The Freemason’s Daughter by Shelley Sackier
Release Date: April 11, 2017
Rating: 1.5 Stars
You know there’s a problem when you dread coming back to a book.
The Freemason’s Daughter is not a bad book. The writing is fine and the setting and premise are unique. So it does have some good qualities. It is, however, extremely slow, almost plotless, and it’s extremely difficult to connect with or care about any of the characters.
This book’s pacing is sooo weird. It’s extremely insanely slow (nothing of any substance happens) until around page 325 or so and then it picks up at breakneck speed before ending almost mid sentence. It was a very strange ending with no closure at. all. Also, I had no idea what was going on half the time. I know it wasn’t that I didn’t understand it or something like that because I love slow, complex books. Maybe it was because I was so disinterested that I didn’t try to pay attention? Maybe because I dozed off a few times…? Or maybe it was because there really didn’t seem to be any plot until the last sixty pages. Most of that is due to our MC constantly being kept in the dark about what. in the world. was going on. and the useless romance that usurps the plot.
I felt no connection to Jenna. She wasn’t annoying or anything, but I really don’t know anything about her and that is an issue for me. Alex is the same. Also, his POVs read like a girl’s and not a twenty-year-old boy’s. I don’t know anything about any of the other characters either. Because I had very little information about any of the characters (besides their obsessions with altering their fate) it almost felt like I was navigating The Freemason’s Daughter in the dark. The lack any description of setting, location etc. did not help.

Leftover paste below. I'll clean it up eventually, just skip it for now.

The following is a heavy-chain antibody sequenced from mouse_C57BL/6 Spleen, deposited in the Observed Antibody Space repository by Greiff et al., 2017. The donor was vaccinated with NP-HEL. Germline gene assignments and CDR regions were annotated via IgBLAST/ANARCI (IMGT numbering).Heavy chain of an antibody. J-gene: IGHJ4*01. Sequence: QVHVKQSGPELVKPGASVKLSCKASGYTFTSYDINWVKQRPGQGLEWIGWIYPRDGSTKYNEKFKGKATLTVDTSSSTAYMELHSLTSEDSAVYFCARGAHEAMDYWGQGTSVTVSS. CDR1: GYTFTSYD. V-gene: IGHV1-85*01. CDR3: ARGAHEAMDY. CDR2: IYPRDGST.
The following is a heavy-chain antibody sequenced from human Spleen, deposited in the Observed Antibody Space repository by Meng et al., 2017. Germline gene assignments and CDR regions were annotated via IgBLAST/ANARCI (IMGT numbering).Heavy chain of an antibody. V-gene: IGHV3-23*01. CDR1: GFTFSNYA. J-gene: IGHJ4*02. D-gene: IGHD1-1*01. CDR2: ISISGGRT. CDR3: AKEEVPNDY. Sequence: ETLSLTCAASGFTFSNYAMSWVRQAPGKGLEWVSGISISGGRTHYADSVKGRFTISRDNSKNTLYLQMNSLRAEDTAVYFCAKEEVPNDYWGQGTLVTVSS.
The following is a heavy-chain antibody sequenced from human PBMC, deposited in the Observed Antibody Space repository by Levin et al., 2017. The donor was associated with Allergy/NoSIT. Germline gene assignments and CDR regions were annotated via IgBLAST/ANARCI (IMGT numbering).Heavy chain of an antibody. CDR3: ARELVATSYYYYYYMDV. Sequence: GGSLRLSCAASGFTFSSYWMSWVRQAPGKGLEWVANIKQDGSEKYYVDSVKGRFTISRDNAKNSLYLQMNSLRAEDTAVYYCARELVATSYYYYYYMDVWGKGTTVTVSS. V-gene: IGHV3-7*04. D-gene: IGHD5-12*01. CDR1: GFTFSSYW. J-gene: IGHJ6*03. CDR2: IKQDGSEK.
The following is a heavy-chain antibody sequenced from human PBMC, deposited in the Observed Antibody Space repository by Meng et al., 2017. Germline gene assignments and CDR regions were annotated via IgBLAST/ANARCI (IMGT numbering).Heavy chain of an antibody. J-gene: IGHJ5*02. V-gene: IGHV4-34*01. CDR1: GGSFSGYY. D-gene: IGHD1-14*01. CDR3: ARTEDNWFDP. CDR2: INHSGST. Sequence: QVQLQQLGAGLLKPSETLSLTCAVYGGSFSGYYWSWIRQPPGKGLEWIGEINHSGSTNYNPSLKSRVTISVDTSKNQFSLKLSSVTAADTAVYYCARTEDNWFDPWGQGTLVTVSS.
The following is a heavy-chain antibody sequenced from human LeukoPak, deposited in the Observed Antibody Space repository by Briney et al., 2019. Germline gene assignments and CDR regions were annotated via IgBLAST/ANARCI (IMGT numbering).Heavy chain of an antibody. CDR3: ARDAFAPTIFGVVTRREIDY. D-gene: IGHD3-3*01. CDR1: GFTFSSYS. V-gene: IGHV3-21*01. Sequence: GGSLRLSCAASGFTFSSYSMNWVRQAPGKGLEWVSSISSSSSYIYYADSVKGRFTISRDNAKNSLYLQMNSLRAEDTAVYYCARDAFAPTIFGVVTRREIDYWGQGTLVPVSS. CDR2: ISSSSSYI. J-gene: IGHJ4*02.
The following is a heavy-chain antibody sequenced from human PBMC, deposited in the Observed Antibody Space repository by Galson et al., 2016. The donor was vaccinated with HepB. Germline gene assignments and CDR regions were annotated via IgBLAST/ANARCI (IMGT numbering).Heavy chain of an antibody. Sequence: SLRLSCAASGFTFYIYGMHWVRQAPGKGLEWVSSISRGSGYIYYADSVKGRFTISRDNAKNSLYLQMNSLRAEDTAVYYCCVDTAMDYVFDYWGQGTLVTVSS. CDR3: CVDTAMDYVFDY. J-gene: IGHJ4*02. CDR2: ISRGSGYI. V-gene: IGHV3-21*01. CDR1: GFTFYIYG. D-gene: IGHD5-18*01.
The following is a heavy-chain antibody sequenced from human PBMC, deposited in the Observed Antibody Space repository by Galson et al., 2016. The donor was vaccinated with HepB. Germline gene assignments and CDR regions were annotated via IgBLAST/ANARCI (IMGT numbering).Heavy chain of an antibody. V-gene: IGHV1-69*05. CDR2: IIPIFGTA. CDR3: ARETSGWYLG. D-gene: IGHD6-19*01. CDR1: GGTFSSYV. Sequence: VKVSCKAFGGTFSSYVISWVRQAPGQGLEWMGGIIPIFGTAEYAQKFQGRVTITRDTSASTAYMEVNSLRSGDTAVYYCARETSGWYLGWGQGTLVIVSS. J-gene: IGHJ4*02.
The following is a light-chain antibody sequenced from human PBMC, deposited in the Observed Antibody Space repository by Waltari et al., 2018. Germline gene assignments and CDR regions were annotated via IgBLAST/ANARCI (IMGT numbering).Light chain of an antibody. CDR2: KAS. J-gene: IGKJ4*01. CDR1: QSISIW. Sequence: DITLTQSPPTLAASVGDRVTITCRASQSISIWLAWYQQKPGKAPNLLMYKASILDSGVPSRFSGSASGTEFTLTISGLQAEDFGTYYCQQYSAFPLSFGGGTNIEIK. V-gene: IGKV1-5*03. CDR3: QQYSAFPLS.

The book switches between Jenna’s and Alex’s and occasionally other characters’ POVs. Maybe it was just the ARC copy I was reading, but sometimes we would have a few pages from Jenna and the next paragraph would be from Alex, without any space or anything. It was very jarring and…weird, and I hope the final copy will have some space between new POV paragraphs.
Alex’s POVs were all about “not wanting to conform” and “not fitting the life he was born to” while Jenna’s were all about “changing her fate.” This 21st century teenage mindset felt very out of place in a historical novel set in the 1700s. It was jarring and did not fit at. all. In fact, I think this, along with the poor pacing, was The Freemason’s Daughter‘s main issue. The book did not feel like it was set in the early 18th century. There was no atmosphere and nothing to make it feel like old England besides the dresses and plot to restore King James to his throne.
And last, the romance.It felt contrived and forced and did nothing for me. It wasn’t cringeworthy or anything but I felt it added nothing to an already empty story.
I hate writing negative reviews because I feel so mean!! I think others will like The Freemason’s Daughter but it did not work for me.
Synopsis – The Freemason’s Daughter by Shelley Sackier
The Outlander series for the YA audience—a debut, full of romance and intrigue, set in early eighteenth-century Scotland.
Saying good-bye to Scotland is the hardest thing that Jenna MacDuff has had to do—until she meets Lord Pembroke. Jenna’s small clan has risked their lives traveling the countryside as masons, secretly drumming up support and arms for the exiled King James Stuart to retake the British throne. But their next job brings them into enemy territory: England.
Jenna’s father repeatedly warns her to trust no one, but when the Duke of Keswick hires the clan to build a garrison on his estate, it seems she cannot hide her capable mind from the duke’s inquisitive son, Lord Alex Pembroke—nor mask her growing attraction to him. But there’s a covert plan behind the building of the garrison, and soon Jenna must struggle not only to keep her newfound friendship with Alex from her father, but also to keep her father’s treason from Alex.
Will Jenna decide to keep her family’s mutinous secrets and assist her clan’s cause, or protect the life of the young noble she’s falling for?
In Shelley Sackier’s lush, vivid historical debut, someone will pay a deadly price no matter which choice Jenna makes.
I don’t remember any notable swearing and there was no sex.